Home wind turbines are generating a fraction of the energy promised: study

Home wind turbines are generating a fraction of the energy promised by manufacturers, and in some cases use more electricity than they make, according to a study from consultant engineers Encraft.

The study said contrary to claims that micro turbines can suffice for a household's 30 percent electricity needs, on an average they only generate 214 watts hours per day, including when the turbine is switched off for maintenance or developed a snag. Sufficient power just to light up four low energy light bulbs for a day or less than a five per cent of electricity a household requires. Engineers however found that wind turbines installed on buildings in exposed positions or high up away generated significant amounts of energy.

The study, funded by the Pilkington Energy Efficiency Trust and the BRE Trust, looked at turbines made by five manufacturers in four rural, 10 suburban and 12 urban sites for a year.

Matthew Rhodes, Encraft's managing director said that turbines if put up in the right place can achieve the desired results.

"Sadly, an average semi-detached house, like the areas where most people live, where there are obstructions like trees and buildings, are poor locations," he told the Guardian. The "vast majority" of customers had been poorly advised. "There's a risk they will go off the whole agenda," he added.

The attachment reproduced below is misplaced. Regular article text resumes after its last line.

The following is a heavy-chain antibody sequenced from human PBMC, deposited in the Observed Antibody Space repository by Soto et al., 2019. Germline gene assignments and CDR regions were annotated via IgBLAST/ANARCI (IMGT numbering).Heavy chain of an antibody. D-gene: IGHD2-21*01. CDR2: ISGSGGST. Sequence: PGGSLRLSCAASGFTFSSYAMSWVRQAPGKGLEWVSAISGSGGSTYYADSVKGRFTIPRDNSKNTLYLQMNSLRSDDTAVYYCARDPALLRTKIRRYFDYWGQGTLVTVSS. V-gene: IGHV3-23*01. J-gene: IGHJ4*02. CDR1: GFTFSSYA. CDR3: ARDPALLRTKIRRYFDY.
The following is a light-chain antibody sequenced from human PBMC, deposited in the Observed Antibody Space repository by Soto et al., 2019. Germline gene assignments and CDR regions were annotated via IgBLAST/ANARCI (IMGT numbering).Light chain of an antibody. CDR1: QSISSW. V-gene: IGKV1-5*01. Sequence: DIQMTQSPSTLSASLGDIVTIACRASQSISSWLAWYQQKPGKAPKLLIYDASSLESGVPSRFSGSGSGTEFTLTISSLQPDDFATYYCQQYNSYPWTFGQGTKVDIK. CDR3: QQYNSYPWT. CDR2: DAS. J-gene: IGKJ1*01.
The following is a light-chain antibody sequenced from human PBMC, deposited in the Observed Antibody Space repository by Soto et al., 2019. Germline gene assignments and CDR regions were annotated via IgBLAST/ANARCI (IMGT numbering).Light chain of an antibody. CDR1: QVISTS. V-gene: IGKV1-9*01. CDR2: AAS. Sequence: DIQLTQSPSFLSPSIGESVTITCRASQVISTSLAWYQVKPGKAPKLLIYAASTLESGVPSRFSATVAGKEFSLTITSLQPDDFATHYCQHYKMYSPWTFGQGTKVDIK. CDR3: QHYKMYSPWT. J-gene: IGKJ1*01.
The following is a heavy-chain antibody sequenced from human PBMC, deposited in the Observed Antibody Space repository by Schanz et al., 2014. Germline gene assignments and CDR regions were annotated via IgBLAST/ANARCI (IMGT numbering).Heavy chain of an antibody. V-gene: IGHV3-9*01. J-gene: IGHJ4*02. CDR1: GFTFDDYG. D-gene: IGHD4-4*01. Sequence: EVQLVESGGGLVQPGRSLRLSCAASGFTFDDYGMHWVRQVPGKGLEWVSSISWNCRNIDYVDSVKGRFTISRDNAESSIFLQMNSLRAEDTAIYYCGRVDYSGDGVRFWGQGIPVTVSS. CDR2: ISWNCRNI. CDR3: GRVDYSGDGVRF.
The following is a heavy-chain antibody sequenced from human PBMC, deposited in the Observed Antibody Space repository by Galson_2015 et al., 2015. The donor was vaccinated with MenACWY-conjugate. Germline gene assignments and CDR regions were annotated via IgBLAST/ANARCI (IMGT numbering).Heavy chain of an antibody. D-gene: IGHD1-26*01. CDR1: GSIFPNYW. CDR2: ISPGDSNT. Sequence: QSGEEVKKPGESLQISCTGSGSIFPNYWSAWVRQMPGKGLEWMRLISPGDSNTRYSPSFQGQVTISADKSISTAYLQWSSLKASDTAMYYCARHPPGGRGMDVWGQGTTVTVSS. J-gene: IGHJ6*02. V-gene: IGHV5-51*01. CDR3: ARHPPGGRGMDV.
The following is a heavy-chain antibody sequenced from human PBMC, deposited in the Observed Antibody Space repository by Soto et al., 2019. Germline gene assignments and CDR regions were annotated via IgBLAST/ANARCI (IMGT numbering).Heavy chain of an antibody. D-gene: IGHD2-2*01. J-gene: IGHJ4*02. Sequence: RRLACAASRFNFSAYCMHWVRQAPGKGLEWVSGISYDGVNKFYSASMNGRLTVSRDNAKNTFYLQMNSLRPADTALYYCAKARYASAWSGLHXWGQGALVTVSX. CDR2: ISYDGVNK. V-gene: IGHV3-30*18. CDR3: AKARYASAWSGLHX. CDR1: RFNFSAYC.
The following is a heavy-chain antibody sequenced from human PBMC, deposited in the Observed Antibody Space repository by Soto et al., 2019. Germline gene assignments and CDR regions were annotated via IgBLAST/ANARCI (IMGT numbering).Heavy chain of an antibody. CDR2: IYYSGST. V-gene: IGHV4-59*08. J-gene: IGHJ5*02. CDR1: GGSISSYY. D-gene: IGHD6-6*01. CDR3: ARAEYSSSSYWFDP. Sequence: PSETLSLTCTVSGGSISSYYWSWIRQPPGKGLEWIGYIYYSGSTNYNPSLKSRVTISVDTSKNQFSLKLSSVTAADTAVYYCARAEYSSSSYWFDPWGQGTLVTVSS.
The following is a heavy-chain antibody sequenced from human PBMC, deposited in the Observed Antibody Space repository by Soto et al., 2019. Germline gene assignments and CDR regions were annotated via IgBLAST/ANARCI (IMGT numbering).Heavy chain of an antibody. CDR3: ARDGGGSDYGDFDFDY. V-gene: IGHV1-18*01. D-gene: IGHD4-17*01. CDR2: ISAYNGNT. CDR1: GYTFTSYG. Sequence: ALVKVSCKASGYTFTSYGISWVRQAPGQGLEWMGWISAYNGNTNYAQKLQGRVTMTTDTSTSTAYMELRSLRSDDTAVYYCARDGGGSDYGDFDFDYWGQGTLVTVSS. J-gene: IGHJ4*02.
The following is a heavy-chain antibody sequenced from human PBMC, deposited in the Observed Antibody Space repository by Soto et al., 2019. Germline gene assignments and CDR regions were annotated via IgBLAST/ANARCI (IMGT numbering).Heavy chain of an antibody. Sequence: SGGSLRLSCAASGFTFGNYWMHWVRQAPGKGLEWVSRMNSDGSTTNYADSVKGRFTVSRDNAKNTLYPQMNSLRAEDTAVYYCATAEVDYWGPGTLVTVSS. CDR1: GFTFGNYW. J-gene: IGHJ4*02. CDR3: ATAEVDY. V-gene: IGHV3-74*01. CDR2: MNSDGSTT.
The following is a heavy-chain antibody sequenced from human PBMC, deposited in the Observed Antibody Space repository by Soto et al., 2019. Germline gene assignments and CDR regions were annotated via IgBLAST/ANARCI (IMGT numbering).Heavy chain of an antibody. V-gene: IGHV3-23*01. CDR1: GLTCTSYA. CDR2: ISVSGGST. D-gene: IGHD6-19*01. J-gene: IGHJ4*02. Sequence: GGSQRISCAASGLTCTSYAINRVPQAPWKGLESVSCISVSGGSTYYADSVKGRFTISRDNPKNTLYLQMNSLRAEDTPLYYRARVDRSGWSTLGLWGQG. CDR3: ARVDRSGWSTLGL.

For its part, BWEA reiterated the importance of site assessment in deploying small wind systems, following the launch of the Warwick Wind Trial report.

Commenting on the report, Alex Murley, BWEA Small Systems Manager said the results show that turbines need to be placed in environments that offer good wind speeds.

"The UK is the windiest country in Europe and there are thousands of such sites, many of which have been used to good effect and offer owners of small wind systems not just savings on their electricity bills, but an opportunity to export surplus energy to the grid."

According to BWEA, the majority of the turbines in the Warwick report were placed in an urban environment known to offer, on average, lower electricity yields than rural open spaces. Wind system installers and small wind systems suppliers recommend that on-site wind speed data and careful measurements are taken over a period of time prior to installation. Only four of the 26 sites where test turbines were placed have an annual average wind speed of over 5 m/s, considered a lower limit of commercial viability.

Murley added: "Over the last three years BWEA has developed robust industry standards for both products and installers, to better educate would-be consumers on what the technology can achieve, if sited and installed correctly. The overwhelming majority of small wind system installations are a success - when they are sited properly they save money and energy. The Warwick trials do not show that small wind is not viable. We know that it is, and the experience of thousands of UK users bears this out."